LearnSwedishwith Us!Start Learning!
As you learn a new language, it’s handy to have a few words in your vocabulary pretty early on. Learning a couple of variations on “thank you” is a good start. There are a lot of different ways to say “thank you” in Swedish so let’s take a look at a few examples.
The first is the easy one, the simple one, the common one: tack. It means “thanks” or “thank you.” Make sure you get that “c” in there otherwise you spell the Swedish word for roof. And that’s not quite as helpful. Use this word liberally.
Next is tack så mycket. It means, literally, “thanks so much.” But basically, “thank you very much.” It’s a little more thankful and a little more intense.
Relatedly, there’s tusen tack, “a thousand thanks” and stort tack, “big thanks.” Both are used to express a solid chunk of gratitude. Your friend just helped you move into a third story apartment on a hot and humid day in August? That friend deserves a stort tack. And some pizza.
Then you’ve got a way to say “thank you” that really emphasizes the person you’re thanking. Tack ska du ha, for example, translates literally as “thanks shall you have,” which is not a great translation, but makes it clear what you’re doing. This is another phrase that is a little more grateful than just tack, you’re saying thank you very much, emphasizing that you. When you call the bank because you messed up and paid your credit card bill two days late, and the person you speak with waives your fees and says no worries, they deserve a tack ska du ha. You’re grateful and you’re especially grateful to that particular person.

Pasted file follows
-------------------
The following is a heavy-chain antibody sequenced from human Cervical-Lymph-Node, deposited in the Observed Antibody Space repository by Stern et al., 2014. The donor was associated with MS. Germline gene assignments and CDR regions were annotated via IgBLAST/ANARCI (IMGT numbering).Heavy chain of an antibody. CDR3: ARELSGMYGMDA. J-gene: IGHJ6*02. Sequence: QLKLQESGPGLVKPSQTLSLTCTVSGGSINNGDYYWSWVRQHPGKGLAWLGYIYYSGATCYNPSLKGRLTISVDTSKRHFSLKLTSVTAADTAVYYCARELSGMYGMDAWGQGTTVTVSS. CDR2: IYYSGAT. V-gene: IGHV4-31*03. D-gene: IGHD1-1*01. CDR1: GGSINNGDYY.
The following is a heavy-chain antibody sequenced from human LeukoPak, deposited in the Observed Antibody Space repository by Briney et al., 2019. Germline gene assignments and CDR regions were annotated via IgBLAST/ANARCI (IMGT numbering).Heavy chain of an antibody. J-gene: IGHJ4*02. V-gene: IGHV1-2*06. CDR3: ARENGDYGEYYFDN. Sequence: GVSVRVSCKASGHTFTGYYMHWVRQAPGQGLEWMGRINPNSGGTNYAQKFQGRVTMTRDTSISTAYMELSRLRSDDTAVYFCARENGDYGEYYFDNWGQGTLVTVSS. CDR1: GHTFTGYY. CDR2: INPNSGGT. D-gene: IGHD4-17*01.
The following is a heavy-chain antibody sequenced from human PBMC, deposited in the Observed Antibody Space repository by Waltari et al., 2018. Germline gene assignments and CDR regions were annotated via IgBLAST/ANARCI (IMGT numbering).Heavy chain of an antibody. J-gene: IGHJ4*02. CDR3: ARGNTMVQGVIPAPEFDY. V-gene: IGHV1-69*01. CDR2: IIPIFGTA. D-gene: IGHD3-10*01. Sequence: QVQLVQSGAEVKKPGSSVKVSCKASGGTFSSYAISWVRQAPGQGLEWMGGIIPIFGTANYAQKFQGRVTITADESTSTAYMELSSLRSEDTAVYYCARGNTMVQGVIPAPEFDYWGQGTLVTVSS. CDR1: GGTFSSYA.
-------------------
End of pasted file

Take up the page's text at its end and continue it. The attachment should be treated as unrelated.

You can also say tackar. When you say (or hear this), you’ll often hear it alone. Just tackar. But you may occasionally hear jag tackar or man tackar, “I thank you” or “one thanks you.” It can sound pretty formal if you don’t drop the pronoun, but it’s another great way of thanking someone and you’ll see it used pretty regularly.
Finally, just repeat yourself! Tack tack is a perfectly acceptable way of saying “thank you.” Plus, it kind of rolls off the tongue, tack tack. Tack tack. Tack tack.
Know a few other ways? Let us know in the comments!